Amongst an array of historic textile products that are renowned for their popular use currently in tandem with modern silhouettes and sensibilities is Ikat. It is with the skilled competency of tie-dye experts and weavers — that various culturally nuanced versions of Ikat are birthed to charm textile aficionados globally.
The global footprints of Ikat are in China, Cambodia, India, Indonesia, Japan, Malaysia, Philippines, Thailand, Tajikistan and Uzbekistan , the Latin American countries, the Middle East, West Africa and Europe ; wherein each of the regional variations boast of a unique cultural evolved textile heritage pertaining to Ikat.
What may amaze a textile enthusiast is that even though executed by a similar technique, the Patola of Gujarat ,Telia Rumal of Telangana or the other regional, international manifestations of this heritage craft are so distinctive in their final appearance.
Ikat technique encompasses the resist dyeing process which is used to dye the yarns before weaving the fabric with a quintessential quality of Ikat fabric being it’s apparent blurriness portraying the shortcoming a weaver faces while making the finished cloth. Final Ikat fabric with minimum blurriness, in a myriad of colors and with intricacy of patterns is arduous to make and is hence, more expensive.What distinguishes Ikat from the tie and dye technique, where the fabric is already woven is that in Ikat the yarns are first bound before dyeing.
Kinds of Ikat:
Warp yarns are the longitudinal yarns of a fabric which are dyed with this Ikat technique; whereas, weft yarns’ areas are dyed in a solid color. Before the fabric is weaved, it is through the warp yarns that the entire Ikat pattern becomes visible. The warp Ikat gives the final look of the envisioned Ikat pattern with plain weft yarn.
Running back and forth in a fabric, Weft refers to the vertical set of yarns wherein the weaving or the weft yarns carry the dyed patterns. The pattern only begins to appear as the weaving proceeds. However, it is slower than warp Ikat since the weft yarns require a careful adjustment based on the design, before weaving.
In Double Ikat, both the warp and weft yarns are resist dyed before weaving. Being one of the most difficult techniques amongst the three, it is hence, also one of the most expensive. It is actualised by an extraordinary executed overlapping of the weft and warp for producing a design.
Ikat uses the process of resist dyeing. Predominantly, silk and cotton are used in an exhaustive rigorous process that involves many warp and weft threads being bundled and bound together which resist the dye colors.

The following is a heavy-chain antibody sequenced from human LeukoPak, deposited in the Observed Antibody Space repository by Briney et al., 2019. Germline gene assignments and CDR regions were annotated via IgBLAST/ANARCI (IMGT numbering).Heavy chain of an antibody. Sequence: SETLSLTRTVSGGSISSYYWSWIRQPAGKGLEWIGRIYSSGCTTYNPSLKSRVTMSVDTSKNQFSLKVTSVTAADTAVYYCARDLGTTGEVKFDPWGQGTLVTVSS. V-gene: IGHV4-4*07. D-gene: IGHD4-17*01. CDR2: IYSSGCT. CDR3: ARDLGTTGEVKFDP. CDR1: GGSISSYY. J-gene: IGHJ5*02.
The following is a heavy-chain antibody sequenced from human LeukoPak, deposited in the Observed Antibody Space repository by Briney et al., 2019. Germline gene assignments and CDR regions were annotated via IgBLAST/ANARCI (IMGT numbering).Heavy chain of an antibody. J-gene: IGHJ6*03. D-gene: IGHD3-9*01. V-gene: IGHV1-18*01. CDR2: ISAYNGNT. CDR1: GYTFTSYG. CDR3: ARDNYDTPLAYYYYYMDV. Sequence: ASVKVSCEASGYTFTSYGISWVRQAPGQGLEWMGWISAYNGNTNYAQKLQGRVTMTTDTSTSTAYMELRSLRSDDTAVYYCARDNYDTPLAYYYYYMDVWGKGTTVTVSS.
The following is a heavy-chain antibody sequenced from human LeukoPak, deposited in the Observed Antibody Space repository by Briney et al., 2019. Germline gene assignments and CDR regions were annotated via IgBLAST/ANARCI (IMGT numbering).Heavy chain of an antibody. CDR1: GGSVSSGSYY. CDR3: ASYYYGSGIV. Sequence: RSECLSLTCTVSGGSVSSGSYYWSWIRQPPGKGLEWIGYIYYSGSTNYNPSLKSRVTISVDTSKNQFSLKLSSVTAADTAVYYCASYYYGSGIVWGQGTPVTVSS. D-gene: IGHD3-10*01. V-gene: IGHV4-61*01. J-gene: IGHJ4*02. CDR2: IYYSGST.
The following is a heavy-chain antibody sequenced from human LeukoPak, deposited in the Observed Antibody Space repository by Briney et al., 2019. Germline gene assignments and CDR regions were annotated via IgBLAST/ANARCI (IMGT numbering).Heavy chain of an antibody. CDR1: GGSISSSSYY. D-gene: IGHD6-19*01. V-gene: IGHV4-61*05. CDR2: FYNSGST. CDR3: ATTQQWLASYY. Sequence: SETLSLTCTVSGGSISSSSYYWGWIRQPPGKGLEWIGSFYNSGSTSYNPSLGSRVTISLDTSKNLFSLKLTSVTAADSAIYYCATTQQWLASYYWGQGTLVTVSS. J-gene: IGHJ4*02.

Thereafter the bundles of yarns are tied to a wooden frame and given a dye bath often involving repeated dye treatments. After this, the intricate process of weaving begins to transform these yarns into a piece of fabric. Colors derived from plants, flowers and tree barks are used as dyes for making Ikat. Ikat patterns emerge as a combination of warp and weft thread dyed color. Designed with vertical symmetry or a mirror image running along the centerline,Ikat design comes out to be exactly the same on both sides of the fabric but they can be weaved in horizontal, vertical and diagonal fashion as well.
Traditionally, the motifs had a prominent influence on village lifestyle. As years passed, floral and geometric patterns gained more popularity and the weavers are of the view that there is a larger demand for patterns that are best befitting to the youthful vibrancy of India’s evolving demography. With handbags,wallets featuring patches of ikat fabric, home decor accessories, office paraphernalia and interiors embracing glory of the Ikat through different products, this heritage craft has surely seen a powerful resurgence in dominating the vision of those with a penchant in textile design.
We at Gulabchand, in our 9 decades old passionate rigour for Indian textile tradition have been proud manufacturers of Ikat amongst other Indian weaves through our visionary workmanship and are elated to bring to your doorstep this magnificent artform through our garments and more.
(Authored by – Vandana Bhatia )